When the Iranian regime learned of the assassination, they vowed to retaliate.  This prompted a barrage of criticism from his political opponents both in the USA and UK.  They accused the President of starting a war and warned of huge repercussions.

The assassination occurred on Friday 3 January and on Tuesday 7 January Iran began firing rockets toward US bases in Erbil and Anbar in Iraq.

In the process of this attack a Ukrainian passenger plane fell out of the sky shortly after taking off from Tehran airport.  There were 176 passengers on board and no survivors.  Initially the Iranian regime lied about the circumstances in which the aircraft was brought down stating it was “human error”.  How they could have known this without a full investigation and examination of the black boxes was beyond media imagination.  It took until Saturday 11 January for Iran to admit that the plane has been “unintentionally” shot down having been mistaken for a “hostile” aircraft.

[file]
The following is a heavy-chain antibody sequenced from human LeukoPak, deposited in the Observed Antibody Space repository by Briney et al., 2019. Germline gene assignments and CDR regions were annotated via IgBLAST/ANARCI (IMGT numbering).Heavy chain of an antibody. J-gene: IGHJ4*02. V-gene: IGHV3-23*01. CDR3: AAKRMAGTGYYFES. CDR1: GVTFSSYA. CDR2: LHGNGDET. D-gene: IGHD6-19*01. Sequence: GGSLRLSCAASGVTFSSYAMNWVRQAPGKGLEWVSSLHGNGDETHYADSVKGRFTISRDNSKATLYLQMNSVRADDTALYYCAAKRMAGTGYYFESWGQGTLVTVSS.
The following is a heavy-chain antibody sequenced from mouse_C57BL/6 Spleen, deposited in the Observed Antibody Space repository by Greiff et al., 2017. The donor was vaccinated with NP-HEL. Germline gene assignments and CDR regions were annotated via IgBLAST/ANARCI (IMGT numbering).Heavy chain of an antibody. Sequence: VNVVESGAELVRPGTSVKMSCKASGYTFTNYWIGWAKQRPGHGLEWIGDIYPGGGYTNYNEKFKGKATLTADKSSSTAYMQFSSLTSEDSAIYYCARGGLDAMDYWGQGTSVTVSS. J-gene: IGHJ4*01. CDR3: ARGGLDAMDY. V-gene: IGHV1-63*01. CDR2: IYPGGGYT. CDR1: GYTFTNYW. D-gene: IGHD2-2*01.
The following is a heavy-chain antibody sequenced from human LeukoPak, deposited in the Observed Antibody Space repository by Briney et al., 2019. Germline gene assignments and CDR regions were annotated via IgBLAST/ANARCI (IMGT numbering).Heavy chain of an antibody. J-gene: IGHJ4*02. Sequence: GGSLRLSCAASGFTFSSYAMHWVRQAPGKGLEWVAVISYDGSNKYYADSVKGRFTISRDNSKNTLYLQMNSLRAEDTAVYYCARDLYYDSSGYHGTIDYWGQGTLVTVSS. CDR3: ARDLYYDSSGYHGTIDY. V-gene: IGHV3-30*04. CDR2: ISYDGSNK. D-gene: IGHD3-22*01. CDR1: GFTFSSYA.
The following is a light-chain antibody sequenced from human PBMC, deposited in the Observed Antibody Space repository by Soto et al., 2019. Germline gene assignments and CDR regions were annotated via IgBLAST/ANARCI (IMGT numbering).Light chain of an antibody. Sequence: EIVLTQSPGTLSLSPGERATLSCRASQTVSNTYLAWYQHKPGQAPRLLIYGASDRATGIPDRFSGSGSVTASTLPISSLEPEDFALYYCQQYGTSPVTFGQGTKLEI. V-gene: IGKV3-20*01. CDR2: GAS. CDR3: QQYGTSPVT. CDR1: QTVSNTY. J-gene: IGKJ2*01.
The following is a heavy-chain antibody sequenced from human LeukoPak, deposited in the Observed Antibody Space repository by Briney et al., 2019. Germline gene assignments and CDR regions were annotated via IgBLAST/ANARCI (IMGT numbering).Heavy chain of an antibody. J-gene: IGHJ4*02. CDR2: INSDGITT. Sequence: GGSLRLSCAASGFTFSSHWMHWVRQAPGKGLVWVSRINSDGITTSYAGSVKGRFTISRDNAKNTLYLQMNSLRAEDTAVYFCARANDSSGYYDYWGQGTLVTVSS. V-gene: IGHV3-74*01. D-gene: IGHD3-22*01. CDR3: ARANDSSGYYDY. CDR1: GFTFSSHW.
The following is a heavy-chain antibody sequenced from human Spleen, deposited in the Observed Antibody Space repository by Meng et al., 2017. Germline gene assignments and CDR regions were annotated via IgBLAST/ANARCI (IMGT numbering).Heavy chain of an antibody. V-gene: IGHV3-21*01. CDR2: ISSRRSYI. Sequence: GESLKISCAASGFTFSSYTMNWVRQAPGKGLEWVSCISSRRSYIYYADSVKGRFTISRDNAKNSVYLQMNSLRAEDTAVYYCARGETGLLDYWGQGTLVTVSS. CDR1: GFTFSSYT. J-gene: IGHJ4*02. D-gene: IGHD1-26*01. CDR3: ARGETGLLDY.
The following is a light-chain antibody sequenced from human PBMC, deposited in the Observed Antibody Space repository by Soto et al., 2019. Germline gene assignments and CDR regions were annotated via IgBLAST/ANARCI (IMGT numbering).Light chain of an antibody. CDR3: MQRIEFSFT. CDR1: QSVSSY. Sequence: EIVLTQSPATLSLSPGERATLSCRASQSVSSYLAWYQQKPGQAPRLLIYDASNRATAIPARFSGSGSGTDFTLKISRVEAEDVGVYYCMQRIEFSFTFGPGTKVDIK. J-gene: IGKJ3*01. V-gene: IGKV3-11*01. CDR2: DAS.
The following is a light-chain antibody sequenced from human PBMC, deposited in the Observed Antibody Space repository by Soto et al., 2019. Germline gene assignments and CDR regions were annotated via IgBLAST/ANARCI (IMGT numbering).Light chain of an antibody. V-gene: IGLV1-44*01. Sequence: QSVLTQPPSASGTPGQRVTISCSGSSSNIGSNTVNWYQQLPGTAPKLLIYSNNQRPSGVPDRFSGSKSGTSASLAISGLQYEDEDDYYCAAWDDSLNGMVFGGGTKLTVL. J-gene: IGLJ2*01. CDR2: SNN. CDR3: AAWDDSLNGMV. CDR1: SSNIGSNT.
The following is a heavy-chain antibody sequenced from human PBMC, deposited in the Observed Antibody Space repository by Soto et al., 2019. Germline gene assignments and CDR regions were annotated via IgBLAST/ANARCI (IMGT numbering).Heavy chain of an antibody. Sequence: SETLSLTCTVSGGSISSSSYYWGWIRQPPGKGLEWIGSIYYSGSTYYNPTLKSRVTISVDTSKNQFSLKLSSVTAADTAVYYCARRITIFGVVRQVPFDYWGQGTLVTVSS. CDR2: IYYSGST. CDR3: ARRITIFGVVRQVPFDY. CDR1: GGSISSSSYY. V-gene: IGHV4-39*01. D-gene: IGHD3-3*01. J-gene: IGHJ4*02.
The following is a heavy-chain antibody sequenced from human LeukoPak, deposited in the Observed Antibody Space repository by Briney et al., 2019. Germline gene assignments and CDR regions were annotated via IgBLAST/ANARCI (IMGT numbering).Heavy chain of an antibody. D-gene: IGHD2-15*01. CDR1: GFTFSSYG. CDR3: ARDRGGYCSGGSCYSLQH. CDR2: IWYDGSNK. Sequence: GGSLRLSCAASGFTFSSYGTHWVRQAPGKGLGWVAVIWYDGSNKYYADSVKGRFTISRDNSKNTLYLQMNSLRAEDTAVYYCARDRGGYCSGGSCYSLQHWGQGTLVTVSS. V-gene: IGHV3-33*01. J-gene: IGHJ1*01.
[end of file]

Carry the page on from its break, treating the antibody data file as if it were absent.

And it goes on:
The President of Ukraine, Volodymyr Zelenskiy has demanded a full investigation into the incident and for those who did it to be brought to justice.

Certainly the predictions of war breaking out have not happened and according to military experts Iran is unlikely to start a war.  It does not have the military might to take on the United States and its allies.

Meanwhile Iraq has asked US troops to leave the country.

Arrest of British Ambassador

Yesterday, the British Ambassador in Iran (Rob Macaire) was arrested in clear violation of international law.  The reason was that he had attended an “illegal gathering” which was in reality a vigil for those who had died in the plane tragedy. The Iranian regime said they had arrested an unknown foreigner and released him as soon as they knew who he was.

Since the admission from the Iranians that they shot down the plane, there have been huge protests in Iran against the regime all over the country.  Many protestors have been arrested but a tweet sent out by White House spokesperson, Sarah Huckabee Sanders, warns Iran that “the world is watching”.

Whereas those who are pro the Iranian regime have protested outside the British Embassy in Iran by burning Israeli and British flags.

Iran is a self-confessed, world leading state sponsor of terrorism.  The loss of Qasem Soleimani may curtail its activities for a while.

However, since there is so much misinformation and fake news shared in so many places, it’s always best to seek the truth and not let identity politics get in the way of finding it.

Readers thoughts and comments are always welcome.